Replacing the Annual Review With Regular Check-ins: A Manager’s Plan of Action
For many managers, completing the annual performance review process brings a sigh of relief: “So glad that’s over for another year!”
Increasingly, though, leading organizations are phasing out the once-a-year review in favor of ongoing, informal check-ins with employees. The goal: to create a culture of ongoing dialogues focused on building a continuous, dynamic and mutually rewarding approach to development. “Creating a feedback flow is how competitive organizations create happy, productive, fully engaged employees and customers,” writes Georgia Murch, author of “Fixing Feedback” and “Feedback Flow.”
While incorporating regular check-ins into the work schedule may seem daunting to busy managers, it enables employees to act on input in the moment and to take a proactive approach to their development. It also ensures that recommendations are timely and relevant, preventing long gaps between the time that managers identify areas of concern and the time they address them.
This last point is especially important for multicultural employees, who may need training or coaching to help them improve complex skills like communication, which can require a sustained investment of time. Handled thoughtfully, the quarterly check-in provides an informal forum in which employees can share progress and concerns and work with their managers to identify and prioritize practical, near-term actions. It also provides an opportunity to follow up on recent developmental activities, like participation in a group training program, and identify ongoing development opportunities.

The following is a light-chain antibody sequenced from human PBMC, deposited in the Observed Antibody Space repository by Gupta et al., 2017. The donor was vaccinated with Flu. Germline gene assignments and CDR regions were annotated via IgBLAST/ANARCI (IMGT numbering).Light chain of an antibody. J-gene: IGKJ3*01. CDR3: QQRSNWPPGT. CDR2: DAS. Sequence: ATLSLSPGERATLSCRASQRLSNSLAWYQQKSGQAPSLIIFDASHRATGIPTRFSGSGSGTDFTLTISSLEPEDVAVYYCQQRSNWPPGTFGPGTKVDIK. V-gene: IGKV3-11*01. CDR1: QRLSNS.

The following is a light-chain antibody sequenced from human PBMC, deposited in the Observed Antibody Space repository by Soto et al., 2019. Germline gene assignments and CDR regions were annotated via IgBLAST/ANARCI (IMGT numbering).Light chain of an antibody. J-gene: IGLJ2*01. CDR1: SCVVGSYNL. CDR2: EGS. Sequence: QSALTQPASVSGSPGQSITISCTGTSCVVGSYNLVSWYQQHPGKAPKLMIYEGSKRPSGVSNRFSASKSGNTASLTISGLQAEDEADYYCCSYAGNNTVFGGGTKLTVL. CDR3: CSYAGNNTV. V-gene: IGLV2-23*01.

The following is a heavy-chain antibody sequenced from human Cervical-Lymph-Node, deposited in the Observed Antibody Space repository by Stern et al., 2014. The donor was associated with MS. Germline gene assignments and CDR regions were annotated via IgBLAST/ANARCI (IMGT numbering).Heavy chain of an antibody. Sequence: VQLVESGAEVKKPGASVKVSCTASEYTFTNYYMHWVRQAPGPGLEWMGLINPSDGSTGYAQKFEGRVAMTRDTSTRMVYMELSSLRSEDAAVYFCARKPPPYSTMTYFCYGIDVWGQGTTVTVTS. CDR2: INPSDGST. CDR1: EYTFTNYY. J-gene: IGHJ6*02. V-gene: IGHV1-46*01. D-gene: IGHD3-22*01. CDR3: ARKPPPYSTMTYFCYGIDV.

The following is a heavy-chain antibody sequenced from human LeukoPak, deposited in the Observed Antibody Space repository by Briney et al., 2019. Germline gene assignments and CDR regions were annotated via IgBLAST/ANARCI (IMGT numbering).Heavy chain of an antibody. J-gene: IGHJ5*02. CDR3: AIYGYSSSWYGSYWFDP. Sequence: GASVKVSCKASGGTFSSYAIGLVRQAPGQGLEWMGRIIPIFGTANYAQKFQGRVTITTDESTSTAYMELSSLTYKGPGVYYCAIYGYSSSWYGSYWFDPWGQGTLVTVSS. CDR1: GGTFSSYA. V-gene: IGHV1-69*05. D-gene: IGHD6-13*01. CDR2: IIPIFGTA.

Transitioning from an annual to an ongoing process can actually prove more efficient, as well as more effective, as it allows employees, managers, and human resources (HR) and learning and development (L&D) teams to address performance issues before they become entrenched and potentially costly to overcome. Scheduled check-ins also provide a forum for employees to receive not only constructive input but positive reinforcement and motivation as well. And it’s worth reminding managers of the importance of delivering the right message, particularly when the employee’s first language is not the same as the manager’s first language. If employees believe the manager is saying there is something wrong with them that requires “fixing,” a stigma might develop around the recommended follow-up, such as training or coaching.
So, what’s the best way to implement a development check-in program that provides concrete, actionable goals and metrics that work for all stakeholders, including multicultural employees? Below are some tips and a sample plan.
Stay the Course — Don’t Let Dates Slip!
Let’s say it’s the end of the year. You, the manager and the employee are planning development activities for the upcoming year that are tied to objectives for each quarter. At a broad level, those measurable objectives likely include steps such as completing training programs, receiving coaching, or taking on new and challenging tasks that serve as stretch opportunities to flex new skills.